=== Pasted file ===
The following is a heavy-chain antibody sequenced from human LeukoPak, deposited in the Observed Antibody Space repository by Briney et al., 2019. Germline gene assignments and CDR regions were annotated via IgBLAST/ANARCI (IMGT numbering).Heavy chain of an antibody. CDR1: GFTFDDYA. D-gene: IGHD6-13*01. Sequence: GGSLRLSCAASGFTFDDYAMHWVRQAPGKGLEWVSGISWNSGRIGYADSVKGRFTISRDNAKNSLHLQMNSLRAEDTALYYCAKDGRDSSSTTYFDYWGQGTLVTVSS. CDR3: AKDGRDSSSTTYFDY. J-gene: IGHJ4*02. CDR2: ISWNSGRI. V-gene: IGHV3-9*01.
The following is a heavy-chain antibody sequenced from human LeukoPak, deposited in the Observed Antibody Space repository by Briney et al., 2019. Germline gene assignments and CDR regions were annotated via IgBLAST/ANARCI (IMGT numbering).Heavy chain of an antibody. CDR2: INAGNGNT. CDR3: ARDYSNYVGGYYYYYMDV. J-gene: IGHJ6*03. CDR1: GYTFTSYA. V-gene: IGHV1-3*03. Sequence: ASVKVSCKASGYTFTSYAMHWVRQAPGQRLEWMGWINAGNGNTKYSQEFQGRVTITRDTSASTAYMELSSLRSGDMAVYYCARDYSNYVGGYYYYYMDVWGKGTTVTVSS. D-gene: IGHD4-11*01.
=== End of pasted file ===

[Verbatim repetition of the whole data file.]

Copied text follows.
The following is a heavy-chain antibody sequenced from human LeukoPak, deposited in the Observed Antibody Space repository by Briney et al., 2019. Germline gene assignments and CDR regions were annotated via IgBLAST/ANARCI (IMGT numbering).Heavy chain of an antibody. CDR1: GFTFDDYA. D-gene: IGHD6-13*01. Sequence: GGSLRLSCAASGFTFDDYAMHWVRQAPGKGLEWVSGISWNSGRIGYADSVKGRFTISRDNAKNSLHLQMNSLRAEDTALYYCAKDGRDSSSTTYFDYWGQGTLVTVSS. CDR3: AKDGRDSSSTTYFDY. J-gene: IGHJ4*02. CDR2: ISWNSGRI. V-gene: IGHV3-9*01.
The following is a heavy-chain antibody sequenced from human LeukoPak, deposited in the Observed Antibody Space repository by Briney et al., 2019. Germline gene assignments and CDR regions were annotated via IgBLAST/ANARCI (IMGT numbering).Heavy chain of an antibody. CDR2: INAGNGNT. CDR3: ARDYSNYVGGYYYYYMDV. J-gene: IGHJ6*03. CDR1: GYTFTSYA. V-gene: IGHV1-3*03. Sequence: ASVKVSCKASGYTFTSYAMHWVRQAPGQRLEWMGWINAGNGNTKYSQEFQGRVTITRDTSASTAYMELSSLRSGDMAVYYCARDYSNYVGGYYYYYMDVWGKGTTVTVSS. D-gene: IGHD4-11*01.